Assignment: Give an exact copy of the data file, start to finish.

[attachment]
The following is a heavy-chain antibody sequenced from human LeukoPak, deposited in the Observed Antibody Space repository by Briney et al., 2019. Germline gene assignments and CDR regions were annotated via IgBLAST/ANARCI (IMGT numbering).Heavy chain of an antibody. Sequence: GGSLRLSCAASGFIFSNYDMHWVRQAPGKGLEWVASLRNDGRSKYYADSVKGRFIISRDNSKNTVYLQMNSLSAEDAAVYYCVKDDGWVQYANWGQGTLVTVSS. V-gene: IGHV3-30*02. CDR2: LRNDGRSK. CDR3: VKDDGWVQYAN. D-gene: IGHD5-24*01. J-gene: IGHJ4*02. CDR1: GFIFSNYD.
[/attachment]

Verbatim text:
The following is a heavy-chain antibody sequenced from human LeukoPak, deposited in the Observed Antibody Space repository by Briney et al., 2019. Germline gene assignments and CDR regions were annotated via IgBLAST/ANARCI (IMGT numbering).Heavy chain of an antibody. Sequence: GGSLRLSCAASGFIFSNYDMHWVRQAPGKGLEWVASLRNDGRSKYYADSVKGRFIISRDNSKNTVYLQMNSLSAEDAAVYYCVKDDGWVQYANWGQGTLVTVSS. V-gene: IGHV3-30*02. CDR2: LRNDGRSK. CDR3: VKDDGWVQYAN. D-gene: IGHD5-24*01. J-gene: IGHJ4*02. CDR1: GFIFSNYD.